By Ginger DeShaney

Boston teens are using their voices to spread the word among their peers about the importance of getting vaccinated against COVID-19.

They are hopeful their message will be heard and heeded. 

The “Teens Talking to Teens About the COVID Vaccine” video/social media project was spearheaded by the South Boston Community Health Center Youth Ambassadors in collaboration with the South Boston Neighborhood House and the Edgerley Family South Boston Boys & Girls Club. Michael Indresano of Indresano Studios in South Boston is generously providing professional studio, staff, technical support, and editing — all pro bono. 

“It’s a good opportunity for us to be able to have that voice and spread the word,” Youth Ambassador Owen Rogers, 17, said before his recent shoot.

The video is important to “spread information to others who don’t know yet if they want to get vaccinated,” Owen said. “We’re trying to spread the word and convince more people to get vaccinated.”

Linda Doran, Youth Program Coordinator of the Youth Ambassadors Program, and the Ambassadors had a conversation a few months ago about special projects. They immediately came up with the idea of talking about the vaccine, she said. 

“Why aren’t kids getting vaccinated? We don’t know. We talk to our friends and we don’t understand it,” the teens told her. 

Jack Mogan, 14, a member of the Keystone Club at the Boys & Girls Club, said: “I think [the vaccine] benefits the community. If everybody gets vaccinated, there’s a lower risk of getting COVID and everything can get back to normal.”

Margaret Lynch, the Marketing and Development Director at SBCHC, contacted Michael about the project. “Michael was incredibly supportive, right from the start. He and his team have been amazing with the teens — helping them to develop their concept and bring it all to fruition,” she said. “Michael is passionate about helping to spread a positive message about the importance of getting the COVID-19 vaccine.”

“We are so grateful,” Linda said about the partnership. She said kids can think of a project and shoot it on their phones, but it’s nothing like this. “It’s such credibility for them to know that their word is being heard and respected and produced in such a professional way.”

Noah White, a YAP alumni, figured he’d just be shooting his segment on his phone. “It was really cool being in a professional studio,” he said.

Linda has always said, “If you give teens a platform they have a lot to say, but they don’t always get that opportunity. To get an opportunity like this to be in a professional studio with a professional crew …”

Added Trey Glickman, an assistant at Indresano Studios, “Teens have a lot of voices being shouted at them but the one voice they don’t have is themselves.”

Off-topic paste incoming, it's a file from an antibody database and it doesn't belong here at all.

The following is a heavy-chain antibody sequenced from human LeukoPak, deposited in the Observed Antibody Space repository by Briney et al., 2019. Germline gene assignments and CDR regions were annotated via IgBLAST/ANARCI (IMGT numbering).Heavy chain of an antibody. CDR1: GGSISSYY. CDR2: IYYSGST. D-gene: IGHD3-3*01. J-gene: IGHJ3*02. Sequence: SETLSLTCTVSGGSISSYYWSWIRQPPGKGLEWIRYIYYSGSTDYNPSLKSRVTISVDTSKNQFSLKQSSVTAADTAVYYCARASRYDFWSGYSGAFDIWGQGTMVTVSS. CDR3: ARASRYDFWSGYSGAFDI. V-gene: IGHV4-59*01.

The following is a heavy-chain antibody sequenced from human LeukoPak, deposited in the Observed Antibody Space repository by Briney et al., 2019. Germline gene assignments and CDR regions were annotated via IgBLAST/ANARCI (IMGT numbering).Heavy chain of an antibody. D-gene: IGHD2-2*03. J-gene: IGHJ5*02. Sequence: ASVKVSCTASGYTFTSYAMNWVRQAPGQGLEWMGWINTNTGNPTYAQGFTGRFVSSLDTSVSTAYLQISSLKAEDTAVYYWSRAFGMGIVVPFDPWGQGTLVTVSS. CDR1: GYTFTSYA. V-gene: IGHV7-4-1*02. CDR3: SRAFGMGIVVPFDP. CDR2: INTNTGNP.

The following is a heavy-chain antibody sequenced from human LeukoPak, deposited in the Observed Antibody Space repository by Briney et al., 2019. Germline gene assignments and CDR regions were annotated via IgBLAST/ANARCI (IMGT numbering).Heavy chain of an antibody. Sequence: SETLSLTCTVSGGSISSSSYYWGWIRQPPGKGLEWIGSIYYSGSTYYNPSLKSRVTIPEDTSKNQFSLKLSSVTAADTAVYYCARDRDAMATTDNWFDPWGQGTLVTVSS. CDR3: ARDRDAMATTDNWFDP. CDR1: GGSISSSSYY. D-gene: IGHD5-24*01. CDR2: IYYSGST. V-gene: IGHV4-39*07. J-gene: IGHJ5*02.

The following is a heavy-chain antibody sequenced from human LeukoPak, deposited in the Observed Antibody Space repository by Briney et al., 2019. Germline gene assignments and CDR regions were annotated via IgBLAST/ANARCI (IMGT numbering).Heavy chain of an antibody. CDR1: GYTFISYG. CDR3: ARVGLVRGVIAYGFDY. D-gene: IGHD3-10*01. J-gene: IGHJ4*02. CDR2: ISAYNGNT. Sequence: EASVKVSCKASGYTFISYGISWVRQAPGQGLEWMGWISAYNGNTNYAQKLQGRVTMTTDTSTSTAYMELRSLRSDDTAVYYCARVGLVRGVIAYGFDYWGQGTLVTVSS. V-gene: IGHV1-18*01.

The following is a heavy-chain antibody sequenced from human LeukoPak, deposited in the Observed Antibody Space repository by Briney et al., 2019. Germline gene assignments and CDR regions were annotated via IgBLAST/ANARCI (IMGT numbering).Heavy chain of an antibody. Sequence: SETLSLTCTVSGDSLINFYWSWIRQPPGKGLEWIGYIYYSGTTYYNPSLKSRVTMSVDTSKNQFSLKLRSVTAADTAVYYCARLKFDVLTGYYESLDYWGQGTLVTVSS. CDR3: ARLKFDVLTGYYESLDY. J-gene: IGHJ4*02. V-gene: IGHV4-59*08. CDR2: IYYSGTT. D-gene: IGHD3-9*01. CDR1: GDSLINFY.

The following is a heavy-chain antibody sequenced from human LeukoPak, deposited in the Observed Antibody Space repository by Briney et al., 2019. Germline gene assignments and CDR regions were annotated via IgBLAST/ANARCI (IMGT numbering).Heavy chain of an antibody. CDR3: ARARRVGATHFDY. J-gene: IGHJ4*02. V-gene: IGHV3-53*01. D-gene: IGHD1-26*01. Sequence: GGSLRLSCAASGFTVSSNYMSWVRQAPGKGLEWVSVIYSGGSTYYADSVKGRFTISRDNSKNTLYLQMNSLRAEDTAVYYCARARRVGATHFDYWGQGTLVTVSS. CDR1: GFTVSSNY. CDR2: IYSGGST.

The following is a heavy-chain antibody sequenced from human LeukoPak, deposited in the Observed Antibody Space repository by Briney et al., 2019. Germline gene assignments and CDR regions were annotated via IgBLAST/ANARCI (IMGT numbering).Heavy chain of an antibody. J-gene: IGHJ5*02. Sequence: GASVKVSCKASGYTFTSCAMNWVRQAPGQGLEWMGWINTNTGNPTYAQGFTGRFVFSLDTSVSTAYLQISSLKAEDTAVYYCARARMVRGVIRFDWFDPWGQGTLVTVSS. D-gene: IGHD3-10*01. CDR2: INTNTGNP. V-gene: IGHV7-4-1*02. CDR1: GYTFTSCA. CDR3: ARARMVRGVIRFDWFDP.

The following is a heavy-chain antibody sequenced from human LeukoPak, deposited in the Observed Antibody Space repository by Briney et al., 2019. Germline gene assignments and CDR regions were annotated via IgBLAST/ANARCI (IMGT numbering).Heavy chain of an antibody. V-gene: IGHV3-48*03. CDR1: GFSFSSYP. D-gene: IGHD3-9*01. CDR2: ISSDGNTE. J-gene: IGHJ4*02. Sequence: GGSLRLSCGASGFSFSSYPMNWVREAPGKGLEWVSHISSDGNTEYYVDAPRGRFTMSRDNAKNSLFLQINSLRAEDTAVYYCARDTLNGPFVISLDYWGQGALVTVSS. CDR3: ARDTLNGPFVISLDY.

Now they do.

The vaccine project piggybacks on other projects the Ambassadors have done, such as substance abuse prevention and teen sexual health. “They talk peer to peer. Kids listen to other teens. They’re not going to listen to adults,” Linda said. 

“If an adult tells you not to do something, you just want to do it,” said Trey, who is not far removed from being a teenager. “If a teen tells you not to do it, then you’ll listen.”

Mary Lee, 14, got vaccinated so she could feel comfortable going back to school.

Jack and Owen got vaccinated for the older people in their lives. “I think it’s important for people to be vaccinated to make it safe for people who are high risk,” Owen said.

Studio staff directed the teens on how to enter the shot, asked them questions, and generally provided an amazing atmosphere under the lights and in front of the cameras.

Kristen Clifford, production coordinator at Indresano Studios, said, “I think it’s a great project. The kids I met have been so passionate about this project. We’re happy to be a part of it. Hopefully this video will help get more kids vaccinated.”

Michael said he and his studio staff try to help out whenever they can, noting they give back to a lot of nonprofit organizations in South Boston.

“Margaret mentioned they were really inspired and excited to do it and they wanted to make it a reality, so it encouraged me and gave me a lot of interest to make the kids’ dream a reality; make their vision come to life,” Michael said. “We’re happy to do it.”

The goal is to have the video edited and formatted for several platforms, Trey said, ranging from YouTube (which allows for a longer video) and Instagram to Facebook and TikTok.

“You want as wide of a reach as possible,” he said.

For studio producer Samantha Carty, it was her first time working with high schoolers. “They were all clearly very empowered the way they carried themselves,” she said. “It was really impressive. They were pretty well-spoken. 

“They had strong opinions, which gave me hope for the future, honestly.”


STAY TUNED! South Boston Online will share the videos once they are completed.


Owen Rogers

Mary Lee